Summer of the seals

Even with the memory of the dolphins still fresh in our minds, everyone at the zoo was at least a little excited when the zoo’s Hawaiian monk seal exhibit opened a few months ago, bringing the old dolphin pool back to life. Sure, the seals could never live up to the dolphins — what could? — but especially for volunteers stationed an hour or two each week in Discovery Bay, any life in that pool was welcome when it finally reopened after months of renovation. My expectations honestly weren’t that high. At least the seals would be interesting to talk about, if not as interesting to watch.

Minnesota Zoo Hawaiian monk seal

But now that their summer honeymoon period is over, I know that the seals are, in fact, both things — factually and visually engaging enough to help me reboot this blog after six months of dormancy. No matter how distracting life gets, I always gravitate back to the zoo. And zoo visitors have gravitated to the seals, with their torpedo-shaped bodies, powerful flippers and heavily whiskered faces. In a typical response, one woman exclaimed last week: “It’s so cute! It looks like a little old man!”

Hawaiian monk seal and zoo visitors

All five monk seals, which came to us via a facility in Texas, are female, 400-500 pounds and about 20 years old. All but one have limited vision, all were originally rescued as starving pups off the coast of Hawaii, and none could survive in the wild today. Unlike dolphins, the seals like to “haul out” of the water and rest, and their redesigned zoo habitat has small stretches of “beach” for that purpose. When they wriggle awkwardly onto “land” to during public feedings, a soft “aww” or fond giggle often rises from the audience.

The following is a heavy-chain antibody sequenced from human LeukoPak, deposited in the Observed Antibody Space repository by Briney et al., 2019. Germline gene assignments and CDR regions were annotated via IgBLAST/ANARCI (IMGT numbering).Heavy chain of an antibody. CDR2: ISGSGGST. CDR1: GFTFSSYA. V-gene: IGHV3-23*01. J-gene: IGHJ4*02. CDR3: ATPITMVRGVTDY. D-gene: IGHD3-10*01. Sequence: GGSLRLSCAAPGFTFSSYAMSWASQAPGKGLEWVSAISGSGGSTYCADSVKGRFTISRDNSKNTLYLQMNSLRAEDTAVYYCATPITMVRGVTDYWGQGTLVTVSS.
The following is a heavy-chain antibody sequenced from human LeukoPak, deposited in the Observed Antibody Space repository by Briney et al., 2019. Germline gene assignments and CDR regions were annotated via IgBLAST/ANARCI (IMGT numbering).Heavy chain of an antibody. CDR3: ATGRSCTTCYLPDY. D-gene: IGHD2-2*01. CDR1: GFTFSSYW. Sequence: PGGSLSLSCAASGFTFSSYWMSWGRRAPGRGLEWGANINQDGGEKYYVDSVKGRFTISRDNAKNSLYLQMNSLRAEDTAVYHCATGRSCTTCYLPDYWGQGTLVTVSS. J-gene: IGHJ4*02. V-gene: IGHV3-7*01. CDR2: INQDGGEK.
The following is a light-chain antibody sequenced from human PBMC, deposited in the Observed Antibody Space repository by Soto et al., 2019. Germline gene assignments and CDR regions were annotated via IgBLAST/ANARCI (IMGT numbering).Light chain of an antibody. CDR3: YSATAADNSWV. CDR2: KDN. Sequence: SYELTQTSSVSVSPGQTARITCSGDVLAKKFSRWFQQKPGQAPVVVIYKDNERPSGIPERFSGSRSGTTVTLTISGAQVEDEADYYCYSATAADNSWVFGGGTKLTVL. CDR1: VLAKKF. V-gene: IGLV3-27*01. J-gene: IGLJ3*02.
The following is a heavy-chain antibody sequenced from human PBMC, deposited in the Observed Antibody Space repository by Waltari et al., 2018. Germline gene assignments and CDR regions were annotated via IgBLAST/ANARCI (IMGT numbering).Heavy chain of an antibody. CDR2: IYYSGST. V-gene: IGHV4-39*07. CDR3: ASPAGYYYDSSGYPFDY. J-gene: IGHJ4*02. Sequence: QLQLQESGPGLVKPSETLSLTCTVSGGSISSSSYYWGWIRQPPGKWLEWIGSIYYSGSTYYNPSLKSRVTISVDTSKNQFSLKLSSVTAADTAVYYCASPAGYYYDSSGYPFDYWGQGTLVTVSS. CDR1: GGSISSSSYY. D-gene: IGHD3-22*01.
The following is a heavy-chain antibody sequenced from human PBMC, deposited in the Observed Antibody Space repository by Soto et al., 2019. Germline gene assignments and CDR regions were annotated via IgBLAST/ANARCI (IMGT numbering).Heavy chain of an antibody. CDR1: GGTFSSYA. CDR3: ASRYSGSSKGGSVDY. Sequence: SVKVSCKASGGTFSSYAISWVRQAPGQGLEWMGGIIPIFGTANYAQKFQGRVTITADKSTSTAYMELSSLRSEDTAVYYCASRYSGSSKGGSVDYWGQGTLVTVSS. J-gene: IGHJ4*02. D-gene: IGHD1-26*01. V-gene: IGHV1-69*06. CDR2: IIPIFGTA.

Hawaiian monk seal feeding

At first, I didn’t think I’d memorize the five names, which are all short, similar, Hawaiian and full of vowels. With limited brain-space, a docent learns to prioritize, and only the most basic or compelling information — usually about the species, not the individual — joins the long-term memory bank. The seals look identical at first glance, anyway, and don’t interact with each other, since the species (unlike harbor seals) is naturally solitary. But it quickly became clear, week after week, that guests wanted to know the names, and also that the seals weren’t identical at all.

Ola the seal twirling

So far there are only two seals in the show pool at once (again, because they’re not very social — which is fine!). On my Thursdays so far, those two usually seem to be Ola, who has good vision and swims laps with a playful, twirling motion (I think that’s her above), and Koa, below, who doesn’t see well and floats vertically next to the glass. Often she seems to be watching the big TV screen for seal-related images and information. This cracks me up. In reality, she may be listening more than watching — seals have very good hearing, although they have no external ear flaps as sea lions do. This makes even our sight-impaired seals very trainable; they listen for their names and other cues. (The other seal duo that rotates in and out of the show pool is Paki and Opua. The fifth seal, Nani, has been happily hanging out by herself in the “west pool” so far.)

Koa the monk seal

There’s so much more to say about Hawaiian monk seals, and in months to come, I plan to say it. For now, it’s enough to note that these whiskery marine mammals aren’t just a post-dolphin placeholder. They’re fascinating in their own right.